Following “Operation Protective Edge” in August 2014, the last war with Hamas in the Gaza Strip, I pointed out the excessive force (l was not alone in doing so, for sure) the Israeli army had used, and the massive civilian death it has caused. For that, here and elsewhere, I received my fair amount of criticism. When I specifically pointed out the butchering of four innocent Palestinian kids playing soccer on the beach by an Israeli army boat, using a missile to slaughter them, I was called names, since of course – especially in the eyes of some Jewish Americans – the Israeli army can do no wrong. Period. It’s simply impossible. I felt kind of good, admittedly, when the Jewish presidential candidate Bernie Sanders had made the same argument, even though I’m a staunch supporter of Hillary Clinton (you can read my blogpost about it, “Evolution not Revulsion,” from February of this year). But now I really am feeling vindicated, what with the decision by the IDF Chief of Staff Lt. Gen. Gadi Eisenkot to do away with the infamous Hannibal Directive.
Let me explain. The Hannibal Directive is not the cause of all evils, nor is it solely to blame for some of the ills that had inflicted the IDF in the last decade. But it is symptomatic; it represents these ills appropriately. For those of you not familiar with the Hannibal Directive, here’s a summation about it as reported lately in The Telegraph: “The ‘Hannibal Directive’ was established in the 1980s and has long been one of Israel’s signature military doctrines. But it has also been a target for serious criticism by human rights groups and a spark for ethical debates within Israeli society. The directive is meant to stop Israel’s enemies from using captured soldiers as a bargaining chip and calls for troops to open fire when one of their own is being captured even if it causes the death of their comrade. Critics argue that the vague policy is interpreted by soldiers as a justification for indiscriminate shooting and massive civilian casualties.”
Which I believe was actually the case in that Gaza operation. I.e., the “justification for indiscriminate shooting and massive civilian casualties.” And now we have Chief of Staff Lt. Gen. Gadi Eisenkot, and his second in command General Yair Golan, actually agreeing with that conclusion. Soldiers and commanders in the IDF have become too trigger-happy, and too blasé about human life, especially Arab human life. Before going to that same Gaza operation, there was a battalion commander, and an army rabbi, who actually encouraged soldiers to kill Arabs, no matter whether the battlefield was actually dictating it. It was, supposedly, a “Mitzvah.” And in that operation, as reported lately in Haaretz “… the incident that seemingly convinced the chief of staff once and for all of the need for change happened on ‘Black Friday’ – the battle in Rafah in the Gaza Strip during Operation Protective Edge in August 2014, during the course of which Hamas captured the dead body of Lt. Hadar Goldin. Some of the measures taken during the battle could indicate that at the junior command level, there was a very broad interpretation of the protocol, contrary to the written text.”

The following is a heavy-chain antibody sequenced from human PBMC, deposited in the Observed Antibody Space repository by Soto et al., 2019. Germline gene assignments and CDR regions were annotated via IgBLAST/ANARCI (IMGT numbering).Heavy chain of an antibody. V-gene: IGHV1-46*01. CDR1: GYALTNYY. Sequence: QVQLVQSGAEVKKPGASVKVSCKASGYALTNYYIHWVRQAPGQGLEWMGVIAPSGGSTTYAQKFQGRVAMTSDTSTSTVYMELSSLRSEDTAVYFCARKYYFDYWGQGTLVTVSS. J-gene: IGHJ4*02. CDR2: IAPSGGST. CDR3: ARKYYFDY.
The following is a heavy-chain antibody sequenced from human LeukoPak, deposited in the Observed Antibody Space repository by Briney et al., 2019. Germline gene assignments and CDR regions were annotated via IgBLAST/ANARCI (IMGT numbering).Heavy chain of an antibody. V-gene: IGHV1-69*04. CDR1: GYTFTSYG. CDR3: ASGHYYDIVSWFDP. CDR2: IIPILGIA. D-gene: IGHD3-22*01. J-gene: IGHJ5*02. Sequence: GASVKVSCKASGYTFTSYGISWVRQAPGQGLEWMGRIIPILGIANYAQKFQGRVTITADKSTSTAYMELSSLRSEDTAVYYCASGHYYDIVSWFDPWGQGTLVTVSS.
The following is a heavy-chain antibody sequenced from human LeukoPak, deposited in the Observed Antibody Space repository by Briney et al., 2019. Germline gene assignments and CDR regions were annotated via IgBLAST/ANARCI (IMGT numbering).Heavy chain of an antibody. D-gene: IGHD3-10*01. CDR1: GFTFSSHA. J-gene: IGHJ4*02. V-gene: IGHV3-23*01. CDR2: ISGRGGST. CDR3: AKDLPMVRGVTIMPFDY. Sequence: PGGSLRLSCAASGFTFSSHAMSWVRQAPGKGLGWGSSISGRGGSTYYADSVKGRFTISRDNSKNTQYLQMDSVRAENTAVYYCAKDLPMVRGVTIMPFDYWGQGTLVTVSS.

It is no wonder then that that semi-war gave prominence to a protest group such as “Breaking The Silence.” A group of soldiers and commanders in the IDF, active since the Second Intifada, who participated in that operation and came out of it traumatized not so much by the war itself, but by the lack of moral conduct, and moral fortitude – as it had used to be when I was a soldier and commander in the IDF – within the ranks and files within the army. No wonder it had led lately to an Israeli soldier taking the law into his own hands and executing in cold blood a helpless Palestinian, indeed one who had just participated in a terrorist attempt, lying on the ground wounded. It was a murder, execution-style, getting applauds from, you guessed it, the fervent religious right in Israel.
There were other incidents, too numerous to count here. Recently, as reported again in Haaretz, “… comments Golan (Deputy IDF Chief of Staff Yair Golan, H.D.) made recently on a military forum concerning the need to reduce harm to enemy civilians was widely interpreted (in synagogue bulletins, H.D.) as meaning that he was indifferent to the lives of Israeli soldiers. The headline was unambiguous: ‘Moral cancer in the body of the IDF.’” Which ‘Moral Cancer,’ I wonder? In what part of that body, exactly?
It seems there is a growing battle going on in Israel in regard to the moral core values of the Israeli Army. A battle between the old guard, the upper echelon of commanders – a battle which apparently brought about the dismissal of Moshe Ya’alon as Defense Minister – and the fervent, religious right, representing the most extremist elements in the Israeli Army and society. For whom the old saying that “a good Arab is a dead Arab,” hold truth. This is a major struggle, in which the cancellation of the Hannibal Directive is but the first shot. A small step in the right direction. It is not only a battle on the soul, the character and future of the Israeli Army alone, but of the country itself.
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